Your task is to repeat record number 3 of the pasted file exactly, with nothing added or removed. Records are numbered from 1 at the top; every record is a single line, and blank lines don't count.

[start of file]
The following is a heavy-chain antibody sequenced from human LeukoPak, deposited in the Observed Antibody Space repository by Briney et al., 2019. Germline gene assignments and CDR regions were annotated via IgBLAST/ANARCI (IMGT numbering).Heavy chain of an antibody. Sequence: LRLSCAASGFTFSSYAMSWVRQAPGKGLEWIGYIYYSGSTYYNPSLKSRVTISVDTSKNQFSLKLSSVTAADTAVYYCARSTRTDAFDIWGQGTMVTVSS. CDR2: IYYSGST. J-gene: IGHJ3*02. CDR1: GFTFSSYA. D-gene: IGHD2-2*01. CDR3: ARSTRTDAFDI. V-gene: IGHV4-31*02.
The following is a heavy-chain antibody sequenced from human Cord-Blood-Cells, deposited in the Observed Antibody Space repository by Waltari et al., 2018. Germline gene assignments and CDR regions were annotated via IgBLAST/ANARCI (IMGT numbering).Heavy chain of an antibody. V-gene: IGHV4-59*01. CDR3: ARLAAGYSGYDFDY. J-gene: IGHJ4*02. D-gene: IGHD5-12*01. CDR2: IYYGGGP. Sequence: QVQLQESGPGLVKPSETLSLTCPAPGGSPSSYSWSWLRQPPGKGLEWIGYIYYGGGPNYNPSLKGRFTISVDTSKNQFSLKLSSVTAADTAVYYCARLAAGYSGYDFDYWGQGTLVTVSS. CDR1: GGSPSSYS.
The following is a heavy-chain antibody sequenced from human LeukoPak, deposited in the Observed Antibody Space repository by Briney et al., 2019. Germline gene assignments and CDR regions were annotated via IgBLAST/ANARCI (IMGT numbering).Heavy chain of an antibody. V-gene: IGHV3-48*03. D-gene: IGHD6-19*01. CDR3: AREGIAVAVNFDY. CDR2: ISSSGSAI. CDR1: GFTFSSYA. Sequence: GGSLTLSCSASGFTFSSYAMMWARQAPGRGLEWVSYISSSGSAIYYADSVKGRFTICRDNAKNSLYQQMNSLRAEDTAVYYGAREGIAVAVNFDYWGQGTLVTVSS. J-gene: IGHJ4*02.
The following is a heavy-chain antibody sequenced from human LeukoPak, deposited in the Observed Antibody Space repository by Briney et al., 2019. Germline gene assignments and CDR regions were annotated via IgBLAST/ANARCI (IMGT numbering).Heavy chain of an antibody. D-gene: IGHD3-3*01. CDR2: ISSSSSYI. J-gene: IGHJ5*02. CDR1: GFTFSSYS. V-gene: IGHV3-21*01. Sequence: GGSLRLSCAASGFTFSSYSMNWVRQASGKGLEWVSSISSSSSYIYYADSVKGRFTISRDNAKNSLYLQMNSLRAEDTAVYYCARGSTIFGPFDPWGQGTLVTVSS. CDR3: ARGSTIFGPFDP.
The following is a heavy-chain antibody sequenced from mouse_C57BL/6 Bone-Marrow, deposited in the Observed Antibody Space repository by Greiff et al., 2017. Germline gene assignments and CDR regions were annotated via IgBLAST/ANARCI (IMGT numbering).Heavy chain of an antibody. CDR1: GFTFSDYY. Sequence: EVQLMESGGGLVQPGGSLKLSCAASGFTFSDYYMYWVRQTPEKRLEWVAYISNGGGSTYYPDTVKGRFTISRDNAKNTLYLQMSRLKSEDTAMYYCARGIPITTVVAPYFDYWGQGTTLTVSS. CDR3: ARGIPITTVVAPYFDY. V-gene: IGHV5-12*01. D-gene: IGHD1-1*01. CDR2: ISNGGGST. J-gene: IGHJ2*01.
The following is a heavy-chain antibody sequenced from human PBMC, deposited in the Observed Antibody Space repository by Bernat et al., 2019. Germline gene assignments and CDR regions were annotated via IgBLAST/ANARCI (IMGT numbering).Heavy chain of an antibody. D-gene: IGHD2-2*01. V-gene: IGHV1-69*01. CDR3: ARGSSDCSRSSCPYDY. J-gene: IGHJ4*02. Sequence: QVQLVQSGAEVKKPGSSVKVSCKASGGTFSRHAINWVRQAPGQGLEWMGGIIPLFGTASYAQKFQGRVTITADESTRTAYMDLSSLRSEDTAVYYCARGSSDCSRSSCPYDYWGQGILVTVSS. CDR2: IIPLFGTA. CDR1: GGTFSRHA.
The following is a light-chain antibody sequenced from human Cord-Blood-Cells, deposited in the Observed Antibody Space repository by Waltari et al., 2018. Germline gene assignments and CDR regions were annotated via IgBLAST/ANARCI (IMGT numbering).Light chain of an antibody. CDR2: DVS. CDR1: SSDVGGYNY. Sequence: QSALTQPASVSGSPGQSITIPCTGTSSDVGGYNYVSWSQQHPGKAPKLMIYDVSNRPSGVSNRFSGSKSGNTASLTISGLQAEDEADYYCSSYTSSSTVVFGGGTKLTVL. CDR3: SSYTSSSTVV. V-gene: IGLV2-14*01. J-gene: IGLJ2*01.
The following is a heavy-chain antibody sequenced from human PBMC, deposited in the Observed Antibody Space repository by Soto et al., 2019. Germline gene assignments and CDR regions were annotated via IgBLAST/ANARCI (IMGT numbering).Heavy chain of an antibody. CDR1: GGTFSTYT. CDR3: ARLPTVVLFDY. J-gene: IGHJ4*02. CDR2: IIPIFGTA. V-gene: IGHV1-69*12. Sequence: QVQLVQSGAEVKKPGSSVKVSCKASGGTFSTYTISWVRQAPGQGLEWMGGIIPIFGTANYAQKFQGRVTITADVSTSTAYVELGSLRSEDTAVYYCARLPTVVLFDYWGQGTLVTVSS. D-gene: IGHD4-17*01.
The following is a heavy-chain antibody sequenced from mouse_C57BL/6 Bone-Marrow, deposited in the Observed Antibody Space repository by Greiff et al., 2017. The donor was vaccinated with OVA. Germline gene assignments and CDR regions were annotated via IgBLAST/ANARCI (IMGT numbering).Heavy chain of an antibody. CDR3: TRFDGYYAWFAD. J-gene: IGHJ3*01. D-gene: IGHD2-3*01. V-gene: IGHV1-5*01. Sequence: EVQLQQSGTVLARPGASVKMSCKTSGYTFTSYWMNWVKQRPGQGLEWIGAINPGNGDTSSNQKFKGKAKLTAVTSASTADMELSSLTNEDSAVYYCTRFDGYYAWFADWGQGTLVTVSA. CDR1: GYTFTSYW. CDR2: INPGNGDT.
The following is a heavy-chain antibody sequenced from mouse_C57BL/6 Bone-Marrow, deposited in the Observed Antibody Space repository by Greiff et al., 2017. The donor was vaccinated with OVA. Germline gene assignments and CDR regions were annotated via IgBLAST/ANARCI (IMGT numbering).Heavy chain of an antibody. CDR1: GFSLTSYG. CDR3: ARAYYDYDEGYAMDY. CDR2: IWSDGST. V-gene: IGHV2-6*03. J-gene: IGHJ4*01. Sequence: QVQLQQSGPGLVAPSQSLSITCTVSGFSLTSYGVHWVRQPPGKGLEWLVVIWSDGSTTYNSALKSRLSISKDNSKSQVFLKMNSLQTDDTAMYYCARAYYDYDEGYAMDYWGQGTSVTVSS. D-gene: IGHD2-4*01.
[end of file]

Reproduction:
The following is a heavy-chain antibody sequenced from human LeukoPak, deposited in the Observed Antibody Space repository by Briney et al., 2019. Germline gene assignments and CDR regions were annotated via IgBLAST/ANARCI (IMGT numbering).Heavy chain of an antibody. V-gene: IGHV3-48*03. D-gene: IGHD6-19*01. CDR3: AREGIAVAVNFDY. CDR2: ISSSGSAI. CDR1: GFTFSSYA. Sequence: GGSLTLSCSASGFTFSSYAMMWARQAPGRGLEWVSYISSSGSAIYYADSVKGRFTICRDNAKNSLYQQMNSLRAEDTAVYYGAREGIAVAVNFDYWGQGTLVTVSS. J-gene: IGHJ4*02.